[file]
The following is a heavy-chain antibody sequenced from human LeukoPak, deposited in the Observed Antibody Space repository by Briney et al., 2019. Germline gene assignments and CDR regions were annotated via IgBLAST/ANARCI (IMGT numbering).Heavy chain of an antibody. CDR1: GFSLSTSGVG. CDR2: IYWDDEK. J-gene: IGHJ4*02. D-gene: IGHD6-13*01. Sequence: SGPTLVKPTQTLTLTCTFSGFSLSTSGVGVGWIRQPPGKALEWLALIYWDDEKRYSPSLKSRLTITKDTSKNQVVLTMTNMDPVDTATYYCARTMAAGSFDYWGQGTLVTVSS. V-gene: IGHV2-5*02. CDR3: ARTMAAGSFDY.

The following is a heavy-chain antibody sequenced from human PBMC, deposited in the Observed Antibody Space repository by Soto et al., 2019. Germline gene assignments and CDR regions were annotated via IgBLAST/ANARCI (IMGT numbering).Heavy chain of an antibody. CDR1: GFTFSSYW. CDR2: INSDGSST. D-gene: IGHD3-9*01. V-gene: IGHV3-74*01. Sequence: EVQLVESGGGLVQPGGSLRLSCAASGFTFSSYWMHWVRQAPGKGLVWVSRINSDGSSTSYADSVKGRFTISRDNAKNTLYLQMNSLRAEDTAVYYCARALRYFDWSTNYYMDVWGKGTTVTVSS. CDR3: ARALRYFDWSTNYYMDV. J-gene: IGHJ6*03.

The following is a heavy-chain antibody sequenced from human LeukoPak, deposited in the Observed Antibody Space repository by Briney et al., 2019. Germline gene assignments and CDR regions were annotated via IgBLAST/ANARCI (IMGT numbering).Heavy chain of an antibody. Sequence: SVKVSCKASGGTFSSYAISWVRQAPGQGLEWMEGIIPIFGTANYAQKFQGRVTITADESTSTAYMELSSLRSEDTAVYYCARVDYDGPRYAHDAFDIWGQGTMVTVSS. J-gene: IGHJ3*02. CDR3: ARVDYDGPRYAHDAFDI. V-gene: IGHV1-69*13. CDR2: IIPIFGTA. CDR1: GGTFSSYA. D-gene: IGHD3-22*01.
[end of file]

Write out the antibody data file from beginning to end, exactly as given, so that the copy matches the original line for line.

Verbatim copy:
The following is a heavy-chain antibody sequenced from human LeukoPak, deposited in the Observed Antibody Space repository by Briney et al., 2019. Germline gene assignments and CDR regions were annotated via IgBLAST/ANARCI (IMGT numbering).Heavy chain of an antibody. CDR1: GFSLSTSGVG. CDR2: IYWDDEK. J-gene: IGHJ4*02. D-gene: IGHD6-13*01. Sequence: SGPTLVKPTQTLTLTCTFSGFSLSTSGVGVGWIRQPPGKALEWLALIYWDDEKRYSPSLKSRLTITKDTSKNQVVLTMTNMDPVDTATYYCARTMAAGSFDYWGQGTLVTVSS. V-gene: IGHV2-5*02. CDR3: ARTMAAGSFDY.

The following is a heavy-chain antibody sequenced from human PBMC, deposited in the Observed Antibody Space repository by Soto et al., 2019. Germline gene assignments and CDR regions were annotated via IgBLAST/ANARCI (IMGT numbering).Heavy chain of an antibody. CDR1: GFTFSSYW. CDR2: INSDGSST. D-gene: IGHD3-9*01. V-gene: IGHV3-74*01. Sequence: EVQLVESGGGLVQPGGSLRLSCAASGFTFSSYWMHWVRQAPGKGLVWVSRINSDGSSTSYADSVKGRFTISRDNAKNTLYLQMNSLRAEDTAVYYCARALRYFDWSTNYYMDVWGKGTTVTVSS. CDR3: ARALRYFDWSTNYYMDV. J-gene: IGHJ6*03.

The following is a heavy-chain antibody sequenced from human LeukoPak, deposited in the Observed Antibody Space repository by Briney et al., 2019. Germline gene assignments and CDR regions were annotated via IgBLAST/ANARCI (IMGT numbering).Heavy chain of an antibody. Sequence: SVKVSCKASGGTFSSYAISWVRQAPGQGLEWMEGIIPIFGTANYAQKFQGRVTITADESTSTAYMELSSLRSEDTAVYYCARVDYDGPRYAHDAFDIWGQGTMVTVSS. J-gene: IGHJ3*02. CDR3: ARVDYDGPRYAHDAFDI. V-gene: IGHV1-69*13. CDR2: IIPIFGTA. CDR1: GGTFSSYA. D-gene: IGHD3-22*01.